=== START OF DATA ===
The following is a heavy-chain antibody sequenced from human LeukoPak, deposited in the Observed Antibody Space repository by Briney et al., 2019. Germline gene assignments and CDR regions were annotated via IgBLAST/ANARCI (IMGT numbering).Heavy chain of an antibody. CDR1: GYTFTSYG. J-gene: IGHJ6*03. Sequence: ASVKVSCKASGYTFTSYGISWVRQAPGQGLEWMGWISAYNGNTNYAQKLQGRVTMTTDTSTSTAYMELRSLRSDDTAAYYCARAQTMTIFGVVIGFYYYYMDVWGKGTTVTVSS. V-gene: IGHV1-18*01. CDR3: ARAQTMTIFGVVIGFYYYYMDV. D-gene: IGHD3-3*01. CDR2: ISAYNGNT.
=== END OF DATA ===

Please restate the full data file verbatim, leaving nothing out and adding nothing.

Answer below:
The following is a heavy-chain antibody sequenced from human LeukoPak, deposited in the Observed Antibody Space repository by Briney et al., 2019. Germline gene assignments and CDR regions were annotated via IgBLAST/ANARCI (IMGT numbering).Heavy chain of an antibody. CDR1: GYTFTSYG. J-gene: IGHJ6*03. Sequence: ASVKVSCKASGYTFTSYGISWVRQAPGQGLEWMGWISAYNGNTNYAQKLQGRVTMTTDTSTSTAYMELRSLRSDDTAAYYCARAQTMTIFGVVIGFYYYYMDVWGKGTTVTVSS. V-gene: IGHV1-18*01. CDR3: ARAQTMTIFGVVIGFYYYYMDV. D-gene: IGHD3-3*01. CDR2: ISAYNGNT.